On The Saturday Early Show on CBS, I offered some last-minute help for those who've yet to file their 2010 taxes. In case you missed the segment, here are the key points.
If I haven't done my taxes yet, what should I do?
Hurry up and file or file for an extension. The deadline to file is April 18 this year -- but if for whatever reason you are unable to make that deadline you can file for a free 6-month extension for both your federal and state tax returns.
For your federal extension, fill out form 4868 from the IRS's web site at IRS.gov. For your state return, visit your state government's web site, where you should find directions on how to fill out an extension request. Just remember that a paperwork extension doesn't mean you can stave off payment: You need to pay the IRS anything you owe by that April 18 deadline or face stiff late penalties and fees. You can either make a good faith estimate and pay 90% of that, or pay 100% of what you paid last year. Note: The penalty for not paying your taxes on time starts at 5%.
What if I need help filing my taxes but can't afford a professional?
Remember that the IRS is here to help everyone - whether it's by phone, in person or on the web. The IRS has taxpayer assistance centers all over the country; you can find locations and phone numbers through its Web site. There's also the Volunteer Income Tax Assistance Program, a group of volunteers backed by the IRS that help low to moderate-income tax individuals and families prepare their tax returns. The IRS also has free assistance programs for the elderly and for military families.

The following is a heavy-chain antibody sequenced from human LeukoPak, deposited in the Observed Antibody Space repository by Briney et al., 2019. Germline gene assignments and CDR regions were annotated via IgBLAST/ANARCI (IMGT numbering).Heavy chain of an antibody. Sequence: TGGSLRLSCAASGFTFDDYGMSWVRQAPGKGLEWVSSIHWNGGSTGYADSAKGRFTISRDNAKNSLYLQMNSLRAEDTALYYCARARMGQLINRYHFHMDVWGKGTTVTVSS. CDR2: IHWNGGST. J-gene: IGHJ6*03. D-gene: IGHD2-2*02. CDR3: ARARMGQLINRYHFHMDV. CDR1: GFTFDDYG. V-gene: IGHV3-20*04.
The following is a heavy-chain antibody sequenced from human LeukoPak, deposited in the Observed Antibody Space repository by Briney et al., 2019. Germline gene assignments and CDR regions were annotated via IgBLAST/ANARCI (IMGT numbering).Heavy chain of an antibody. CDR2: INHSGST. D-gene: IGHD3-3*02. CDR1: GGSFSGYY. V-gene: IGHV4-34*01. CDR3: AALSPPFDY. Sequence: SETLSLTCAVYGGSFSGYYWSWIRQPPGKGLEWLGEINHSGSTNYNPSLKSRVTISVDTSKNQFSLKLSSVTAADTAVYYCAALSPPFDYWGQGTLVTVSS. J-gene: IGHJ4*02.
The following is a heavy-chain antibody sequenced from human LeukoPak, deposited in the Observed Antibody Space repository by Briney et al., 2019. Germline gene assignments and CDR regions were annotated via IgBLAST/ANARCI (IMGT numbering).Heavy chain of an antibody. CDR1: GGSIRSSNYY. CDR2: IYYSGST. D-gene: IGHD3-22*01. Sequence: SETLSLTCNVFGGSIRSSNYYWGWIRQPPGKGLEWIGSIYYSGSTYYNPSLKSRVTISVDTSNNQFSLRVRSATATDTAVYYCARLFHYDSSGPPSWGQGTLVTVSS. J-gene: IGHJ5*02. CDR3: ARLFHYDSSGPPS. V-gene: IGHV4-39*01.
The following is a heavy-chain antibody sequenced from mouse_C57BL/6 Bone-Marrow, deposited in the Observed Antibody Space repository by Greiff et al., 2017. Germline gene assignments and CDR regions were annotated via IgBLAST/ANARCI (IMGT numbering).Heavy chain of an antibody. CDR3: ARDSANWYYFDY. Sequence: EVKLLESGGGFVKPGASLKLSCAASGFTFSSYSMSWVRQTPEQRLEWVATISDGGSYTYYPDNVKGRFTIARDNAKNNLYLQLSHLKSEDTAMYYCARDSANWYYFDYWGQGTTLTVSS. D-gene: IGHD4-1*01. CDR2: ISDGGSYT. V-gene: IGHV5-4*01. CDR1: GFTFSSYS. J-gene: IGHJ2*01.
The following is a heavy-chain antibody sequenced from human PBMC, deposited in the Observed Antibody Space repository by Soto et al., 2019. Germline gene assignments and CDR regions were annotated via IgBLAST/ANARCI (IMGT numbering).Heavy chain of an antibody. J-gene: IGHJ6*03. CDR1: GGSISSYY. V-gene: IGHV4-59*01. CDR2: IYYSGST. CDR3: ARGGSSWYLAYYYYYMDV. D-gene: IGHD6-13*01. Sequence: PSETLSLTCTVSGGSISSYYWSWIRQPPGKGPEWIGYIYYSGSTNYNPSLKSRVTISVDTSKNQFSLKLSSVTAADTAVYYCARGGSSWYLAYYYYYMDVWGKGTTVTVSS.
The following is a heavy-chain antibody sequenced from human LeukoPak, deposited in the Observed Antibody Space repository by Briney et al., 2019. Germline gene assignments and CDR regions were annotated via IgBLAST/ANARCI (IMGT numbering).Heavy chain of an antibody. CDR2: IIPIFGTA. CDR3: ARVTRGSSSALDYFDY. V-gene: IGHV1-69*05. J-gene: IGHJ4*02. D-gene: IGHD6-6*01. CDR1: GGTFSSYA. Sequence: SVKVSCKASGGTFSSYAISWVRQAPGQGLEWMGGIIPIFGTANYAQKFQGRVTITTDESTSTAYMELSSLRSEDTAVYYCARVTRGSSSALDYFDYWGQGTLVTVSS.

I've complete my tax return, but don't have enough money to pay. What now?
The IRS does have installment plans for those who cannot pay their taxes in one lump sum. The interest rate is 0.5% per month â€"- better than an average credit card, and much better than a payday loan. Fill out the IRS' online payment application. Note: There is a fee to apply, from $52 if you pay online to $105 if you pay through the mail.
What's the best way to receive my refund?
If you're interested in getting paid ASAP (and who isn't?), I suggest selecting direct deposit. It's not only the fastest way to get your refund; it's also the safest. If you file online and choose direct deposit you can expect your refund in as few as 10 days -â€" less than two weeks. It's no wonder 73 million Americans opted for direct deposit last year.
How can I check the status of my refund?
According to the IRS Web site, once taxpayers file their federal return, they can track the status of their refunds by using the "Where's My Refund?" tool, located on the front page of www.IRS.gov. Taxpayers can generally get information about their refunds 72 hours after the IRS acknowledges receipt of their e-filed returns, or three to four weeks after mailing a paper return. There's also a new smartphone app this year called IRS2GO, which lets taxpayers check on their status of their tax refund on the go.
Final Tip: Don't forget to keep a copy of your return. The IRS typically audits filers within a three-year window. So it's important to file and store your tax paperwork, including related receipts and documents. Your return will also come in handy next year if you need to file an extension -- to estimate your payment, you can refer back to 2010's figures.
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